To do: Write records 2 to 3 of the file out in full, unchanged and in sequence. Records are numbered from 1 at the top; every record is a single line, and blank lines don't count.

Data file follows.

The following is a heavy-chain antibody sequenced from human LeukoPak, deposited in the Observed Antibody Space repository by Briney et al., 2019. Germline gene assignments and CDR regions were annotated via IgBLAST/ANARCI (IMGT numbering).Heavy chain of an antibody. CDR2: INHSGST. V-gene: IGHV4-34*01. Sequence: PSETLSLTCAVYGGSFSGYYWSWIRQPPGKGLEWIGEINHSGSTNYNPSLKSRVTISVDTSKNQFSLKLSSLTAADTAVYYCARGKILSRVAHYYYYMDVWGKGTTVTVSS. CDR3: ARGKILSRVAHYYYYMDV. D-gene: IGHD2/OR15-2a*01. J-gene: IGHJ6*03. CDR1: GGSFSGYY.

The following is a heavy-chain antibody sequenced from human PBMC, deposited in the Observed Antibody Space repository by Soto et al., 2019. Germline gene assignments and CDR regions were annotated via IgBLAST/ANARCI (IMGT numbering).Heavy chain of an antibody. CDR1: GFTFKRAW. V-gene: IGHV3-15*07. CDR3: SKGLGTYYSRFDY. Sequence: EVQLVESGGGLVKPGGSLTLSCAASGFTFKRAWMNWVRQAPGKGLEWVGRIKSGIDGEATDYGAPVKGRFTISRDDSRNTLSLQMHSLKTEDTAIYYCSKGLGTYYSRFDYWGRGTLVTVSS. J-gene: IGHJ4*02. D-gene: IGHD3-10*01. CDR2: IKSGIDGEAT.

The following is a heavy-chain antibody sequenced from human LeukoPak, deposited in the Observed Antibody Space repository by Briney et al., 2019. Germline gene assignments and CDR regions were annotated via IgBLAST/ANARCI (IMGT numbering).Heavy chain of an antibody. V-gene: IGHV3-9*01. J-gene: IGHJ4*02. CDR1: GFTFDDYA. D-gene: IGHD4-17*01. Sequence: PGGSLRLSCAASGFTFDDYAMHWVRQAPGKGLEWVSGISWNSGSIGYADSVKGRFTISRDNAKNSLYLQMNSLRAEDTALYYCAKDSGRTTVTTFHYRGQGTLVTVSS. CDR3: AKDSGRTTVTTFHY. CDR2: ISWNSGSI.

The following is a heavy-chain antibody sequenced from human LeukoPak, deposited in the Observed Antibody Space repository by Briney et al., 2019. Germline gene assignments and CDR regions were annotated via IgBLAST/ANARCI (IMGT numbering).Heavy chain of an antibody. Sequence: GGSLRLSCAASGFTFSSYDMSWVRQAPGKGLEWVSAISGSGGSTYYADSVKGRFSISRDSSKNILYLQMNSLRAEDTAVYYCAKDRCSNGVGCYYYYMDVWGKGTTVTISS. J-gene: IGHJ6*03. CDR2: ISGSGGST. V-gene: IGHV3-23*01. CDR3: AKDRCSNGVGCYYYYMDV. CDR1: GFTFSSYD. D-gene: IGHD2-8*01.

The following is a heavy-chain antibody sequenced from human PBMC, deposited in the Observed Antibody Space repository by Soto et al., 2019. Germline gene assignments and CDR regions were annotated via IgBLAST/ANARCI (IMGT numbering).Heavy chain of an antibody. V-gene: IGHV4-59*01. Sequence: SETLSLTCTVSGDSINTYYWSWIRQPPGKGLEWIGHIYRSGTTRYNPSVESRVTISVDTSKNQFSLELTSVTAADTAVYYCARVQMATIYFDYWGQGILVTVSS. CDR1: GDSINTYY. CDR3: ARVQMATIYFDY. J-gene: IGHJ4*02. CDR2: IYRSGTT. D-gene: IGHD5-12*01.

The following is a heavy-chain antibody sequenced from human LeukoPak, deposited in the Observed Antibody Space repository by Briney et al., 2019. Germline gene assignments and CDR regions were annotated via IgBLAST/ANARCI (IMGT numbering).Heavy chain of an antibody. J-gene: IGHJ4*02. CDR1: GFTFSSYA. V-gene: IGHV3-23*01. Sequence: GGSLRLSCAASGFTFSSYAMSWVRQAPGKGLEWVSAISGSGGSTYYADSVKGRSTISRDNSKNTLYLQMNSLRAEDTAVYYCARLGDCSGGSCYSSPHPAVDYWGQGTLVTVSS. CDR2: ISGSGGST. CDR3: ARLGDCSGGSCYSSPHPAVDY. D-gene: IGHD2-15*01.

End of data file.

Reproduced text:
The following is a heavy-chain antibody sequenced from human PBMC, deposited in the Observed Antibody Space repository by Soto et al., 2019. Germline gene assignments and CDR regions were annotated via IgBLAST/ANARCI (IMGT numbering).Heavy chain of an antibody. CDR1: GFTFKRAW. V-gene: IGHV3-15*07. CDR3: SKGLGTYYSRFDY. Sequence: EVQLVESGGGLVKPGGSLTLSCAASGFTFKRAWMNWVRQAPGKGLEWVGRIKSGIDGEATDYGAPVKGRFTISRDDSRNTLSLQMHSLKTEDTAIYYCSKGLGTYYSRFDYWGRGTLVTVSS. J-gene: IGHJ4*02. D-gene: IGHD3-10*01. CDR2: IKSGIDGEAT.

The following is a heavy-chain antibody sequenced from human LeukoPak, deposited in the Observed Antibody Space repository by Briney et al., 2019. Germline gene assignments and CDR regions were annotated via IgBLAST/ANARCI (IMGT numbering).Heavy chain of an antibody. V-gene: IGHV3-9*01. J-gene: IGHJ4*02. CDR1: GFTFDDYA. D-gene: IGHD4-17*01. Sequence: PGGSLRLSCAASGFTFDDYAMHWVRQAPGKGLEWVSGISWNSGSIGYADSVKGRFTISRDNAKNSLYLQMNSLRAEDTALYYCAKDSGRTTVTTFHYRGQGTLVTVSS. CDR3: AKDSGRTTVTTFHY. CDR2: ISWNSGSI.